Fake Transfer Orders, What are They and How to Avoid Them

A Fake Transfer Order (FTO) consists of tricking the victim into transferring funds to an account held by the cybercriminal. The methods of an FTO can differ, sometimes the request appears to come from a senior manager and is presented as “urgent and confidential”. This is far more effective than you would think, even when such a request breaks the accepted rules of operations.

Another variant consists of the criminal mimicking the identity of a genuine supplier to communicate a change of bank details on which a payment must be made. A similar version uses the identity of an employee to request a change of the bank details to transfer their salary.  These fraud attempts can be the result of a genuine user account being hacked or simply clever manipulation of the email display name to make it appear genuine.

How do you protect your business against an FTO?

  • Make your employees aware of the risks of phishing messages aimed at stealing their passwords or other sensitive information. Reduce the risk further by using an email protection system which identifies and quarantines Phishing messages.
  • Issue clear procedures to authorised employees on the rules for authenticating issuers and confirming transfer requests, dealing with unusual requests, or validating changes in bank details.
  • Set up strict verification and validation procedure to manage unplanned transfer requests or acceptance of changes in bank details.
  • Review the publication of information (web site, LinkedIn page etc ) which enables crimminals to identify and contact your authorised employees to make transfer requests or changes to bank details. Cyber crimminals can harvest enough information from social media profiles to build convincing Spear Phishing messages.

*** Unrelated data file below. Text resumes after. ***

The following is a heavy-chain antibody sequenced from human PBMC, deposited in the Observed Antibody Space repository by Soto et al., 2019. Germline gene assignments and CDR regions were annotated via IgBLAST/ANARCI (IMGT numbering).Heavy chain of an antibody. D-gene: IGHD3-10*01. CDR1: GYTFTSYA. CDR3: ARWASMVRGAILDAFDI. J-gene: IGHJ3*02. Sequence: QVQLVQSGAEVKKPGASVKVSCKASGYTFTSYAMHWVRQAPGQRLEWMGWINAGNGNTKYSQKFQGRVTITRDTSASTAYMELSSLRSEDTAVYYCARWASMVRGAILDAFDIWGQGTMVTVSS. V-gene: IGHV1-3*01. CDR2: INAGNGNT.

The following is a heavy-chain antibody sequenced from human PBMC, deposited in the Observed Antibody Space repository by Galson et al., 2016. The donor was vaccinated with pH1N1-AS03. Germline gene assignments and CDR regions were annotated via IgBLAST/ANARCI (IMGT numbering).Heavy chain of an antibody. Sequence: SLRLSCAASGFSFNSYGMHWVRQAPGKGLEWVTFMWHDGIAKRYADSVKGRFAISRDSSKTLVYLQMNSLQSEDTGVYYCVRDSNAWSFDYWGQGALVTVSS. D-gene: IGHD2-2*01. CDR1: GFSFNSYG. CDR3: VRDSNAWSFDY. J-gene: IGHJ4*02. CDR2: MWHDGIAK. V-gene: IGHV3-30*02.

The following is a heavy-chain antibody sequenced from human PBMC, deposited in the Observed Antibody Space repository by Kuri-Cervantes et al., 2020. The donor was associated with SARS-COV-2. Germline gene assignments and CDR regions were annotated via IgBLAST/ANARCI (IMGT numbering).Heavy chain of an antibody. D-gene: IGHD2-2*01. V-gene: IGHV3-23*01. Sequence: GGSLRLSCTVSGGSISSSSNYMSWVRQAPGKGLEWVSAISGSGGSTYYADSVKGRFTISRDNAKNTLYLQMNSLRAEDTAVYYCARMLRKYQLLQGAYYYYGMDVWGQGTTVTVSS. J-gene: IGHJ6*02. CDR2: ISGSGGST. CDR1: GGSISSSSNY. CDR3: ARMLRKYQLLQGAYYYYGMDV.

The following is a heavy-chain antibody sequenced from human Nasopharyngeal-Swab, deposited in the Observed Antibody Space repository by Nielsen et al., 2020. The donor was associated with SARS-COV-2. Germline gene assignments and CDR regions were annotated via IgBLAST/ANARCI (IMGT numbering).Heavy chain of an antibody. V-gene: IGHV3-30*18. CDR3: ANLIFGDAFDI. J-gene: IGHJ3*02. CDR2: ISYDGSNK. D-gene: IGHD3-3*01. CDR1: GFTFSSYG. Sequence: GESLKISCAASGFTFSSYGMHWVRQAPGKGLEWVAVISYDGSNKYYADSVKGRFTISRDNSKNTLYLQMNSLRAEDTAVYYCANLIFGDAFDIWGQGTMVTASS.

• Be aware that a data breach or leak which appears only to have exposed innocuous details such as your staff’s email addresses or position in the company may give the criminals enough information to initiate a Phishing attack. Ecrypting all of your data can mitigiate this.
  • Enforce complex passwords on email accounts and avoid using the same password for other systems, better still use a premium password manager.
  • Enable two-factor authentication on all accounts and all systems and services including SaaS services.

A simple but effective method of verifying if an email has originated from an external source, even if it appears to come from within your organisation, is to prepend a label of ”[External]” to the subject field of all incoming email messages. This will help to spot a fraudulent attempt regardless of how genuine it seems to be.

Remember, if you do fall victim to this type of scam, keep the evidence, phone numbers, messages, emails or anything else you have received; transfer orders, invoices and other information to report the scam to your bank, insurers and law enforcement.

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